Sara Renzulli, ’11 MA, ’13 Ph.D. both in educational psychology, and her advising professor, Jim O’Neil, were featured authors by APA division 51 (Society for the Psychology Study of Men & Masculinity) for their publication “Introduction to the Special Issue: Teaching the Psychology of Men – A Call to Action.”

Jasdeep Sing, ’02 BS in biological sciences, ’03 MA in curriculum and instruction, was named principal at Wolcott Elementary School. A West Hartford resident, Sing was a former middle school science teacher and then interim assistant principal, who took over for Dr. Plato Karafelis – also a Neag alum — who retired in June.

Carol Virostek, ‘96 Ph.D. in curriculum and instruction, was honored by the American Association of University Women (AAUW) with an endowment in her honor, called the Carol R. Virostek Campus Leadership Opportunities Fund. The Fund recognizes her dedication to the growth of AAUW’s popular campus leadership programs and the inspiration she provided during her four years as chair of the national AAUW College/University Committee. She is also a former adjunct professor in the Neag School of Education.

Joseph A. Whelton ’79 BS in rehabilitation services, was named boys basketball coach at Sarasota Christian School, in Sarasota, FL. Prior to joining Sarasota Christian School, he was head coach at State College of Florida and the former sports director of YMCA Venice.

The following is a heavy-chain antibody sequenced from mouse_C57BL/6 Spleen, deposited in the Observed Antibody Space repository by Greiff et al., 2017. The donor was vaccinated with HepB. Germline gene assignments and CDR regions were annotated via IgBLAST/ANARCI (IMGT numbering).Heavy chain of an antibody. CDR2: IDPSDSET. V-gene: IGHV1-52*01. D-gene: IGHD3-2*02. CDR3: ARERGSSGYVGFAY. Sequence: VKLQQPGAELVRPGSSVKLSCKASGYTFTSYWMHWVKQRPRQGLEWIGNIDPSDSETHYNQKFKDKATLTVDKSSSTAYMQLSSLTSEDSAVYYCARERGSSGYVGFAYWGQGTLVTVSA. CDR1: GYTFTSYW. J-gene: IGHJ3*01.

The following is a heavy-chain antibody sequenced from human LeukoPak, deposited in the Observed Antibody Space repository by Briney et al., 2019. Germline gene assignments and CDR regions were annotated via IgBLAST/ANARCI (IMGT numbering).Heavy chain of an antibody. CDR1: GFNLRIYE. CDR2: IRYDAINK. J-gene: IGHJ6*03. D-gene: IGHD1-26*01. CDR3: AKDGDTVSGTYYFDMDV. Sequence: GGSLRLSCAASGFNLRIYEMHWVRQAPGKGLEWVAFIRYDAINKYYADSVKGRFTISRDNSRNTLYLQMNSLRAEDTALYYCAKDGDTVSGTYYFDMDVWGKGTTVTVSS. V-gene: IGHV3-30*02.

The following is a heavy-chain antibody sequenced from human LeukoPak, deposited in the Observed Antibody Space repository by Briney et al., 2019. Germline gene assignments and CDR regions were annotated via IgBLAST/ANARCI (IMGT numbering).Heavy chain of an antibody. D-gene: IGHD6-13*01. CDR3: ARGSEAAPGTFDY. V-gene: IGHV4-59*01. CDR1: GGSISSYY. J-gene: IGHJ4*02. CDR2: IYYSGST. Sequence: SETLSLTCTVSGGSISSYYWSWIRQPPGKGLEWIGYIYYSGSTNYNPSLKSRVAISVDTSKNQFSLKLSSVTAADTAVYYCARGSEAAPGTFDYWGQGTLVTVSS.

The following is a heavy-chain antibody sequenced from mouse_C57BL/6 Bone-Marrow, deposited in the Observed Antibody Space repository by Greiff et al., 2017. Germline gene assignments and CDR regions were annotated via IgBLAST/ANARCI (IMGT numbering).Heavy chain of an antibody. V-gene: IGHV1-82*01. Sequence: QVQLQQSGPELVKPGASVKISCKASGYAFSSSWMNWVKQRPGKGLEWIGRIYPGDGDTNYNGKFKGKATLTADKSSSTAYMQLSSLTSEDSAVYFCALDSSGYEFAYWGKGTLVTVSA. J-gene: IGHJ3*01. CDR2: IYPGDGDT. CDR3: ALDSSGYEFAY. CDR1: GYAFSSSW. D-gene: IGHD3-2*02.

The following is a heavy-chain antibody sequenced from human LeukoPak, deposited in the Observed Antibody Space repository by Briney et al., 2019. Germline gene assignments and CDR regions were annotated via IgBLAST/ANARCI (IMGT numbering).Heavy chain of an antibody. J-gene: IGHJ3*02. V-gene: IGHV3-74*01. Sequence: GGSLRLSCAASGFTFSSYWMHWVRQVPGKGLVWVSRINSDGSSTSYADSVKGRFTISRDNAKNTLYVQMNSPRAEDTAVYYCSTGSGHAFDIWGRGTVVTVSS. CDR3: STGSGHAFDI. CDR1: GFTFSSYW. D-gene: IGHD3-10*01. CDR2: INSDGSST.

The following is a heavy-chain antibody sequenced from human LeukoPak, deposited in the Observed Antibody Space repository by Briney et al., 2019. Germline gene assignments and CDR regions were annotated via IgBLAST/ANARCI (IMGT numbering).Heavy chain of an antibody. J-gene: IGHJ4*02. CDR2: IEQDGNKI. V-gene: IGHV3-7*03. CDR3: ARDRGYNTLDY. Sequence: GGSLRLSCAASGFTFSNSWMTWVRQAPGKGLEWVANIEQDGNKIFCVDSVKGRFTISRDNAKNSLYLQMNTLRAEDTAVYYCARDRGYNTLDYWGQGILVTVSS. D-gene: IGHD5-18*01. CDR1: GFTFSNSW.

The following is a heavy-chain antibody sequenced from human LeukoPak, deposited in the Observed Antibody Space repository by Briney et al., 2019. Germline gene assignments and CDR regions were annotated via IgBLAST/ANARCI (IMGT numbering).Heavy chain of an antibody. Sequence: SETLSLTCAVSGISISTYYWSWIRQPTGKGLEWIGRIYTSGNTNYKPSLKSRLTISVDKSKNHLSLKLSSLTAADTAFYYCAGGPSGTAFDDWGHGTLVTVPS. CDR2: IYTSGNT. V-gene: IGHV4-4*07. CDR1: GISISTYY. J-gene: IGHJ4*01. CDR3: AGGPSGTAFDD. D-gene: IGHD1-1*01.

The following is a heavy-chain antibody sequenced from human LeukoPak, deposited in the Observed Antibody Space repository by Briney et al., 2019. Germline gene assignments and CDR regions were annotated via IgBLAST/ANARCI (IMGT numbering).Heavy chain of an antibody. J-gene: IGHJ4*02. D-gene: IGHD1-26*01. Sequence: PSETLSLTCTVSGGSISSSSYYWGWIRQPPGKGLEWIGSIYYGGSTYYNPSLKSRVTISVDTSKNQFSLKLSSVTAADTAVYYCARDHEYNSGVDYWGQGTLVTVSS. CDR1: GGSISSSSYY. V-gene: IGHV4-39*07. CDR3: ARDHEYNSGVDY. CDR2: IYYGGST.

Steven Woznicki, ’05 Sixth-Year Diploma in educational administration, returned to West Hartford to be principal at Braeburn Elementary School. Woznicki worked the first 17 years of his career in West Hartford, then left to become assistant principal at Bristow Middle School in Bristol in 2005 and then lead Jennings School in Bristol, which closed last year.


UConn’s Neag Center for Gifted Education and Talent Development welcomed almost 700 (100 more than expected) educators from across the US and 10 countries to Confratute recently to the Storrs campus. Over the past 36 years, Confratute has attracted more than 20,000 educators worldwide for a highly acclaimed, enrichment-based program. The weeklong program was geared toward providing educators with research-based practical strategies for engagement and enrichment learning for all students, as well as meeting the needs of gifted and talented students.

UConn’s Neag Center for Gifted Education and Talent Development welcomed 75 high school juniors from across CT and the US for Mentor Connection, the an annual three-week summer program for academically talented secondary students. Housed in the Neag School of Education’s Neag Center for Gifted Education and Talent Development, the program ran from July 7-26, 2013 and was designed to provide students with opportunities to participate in creative projects and research investigations under the supervision of university mentors.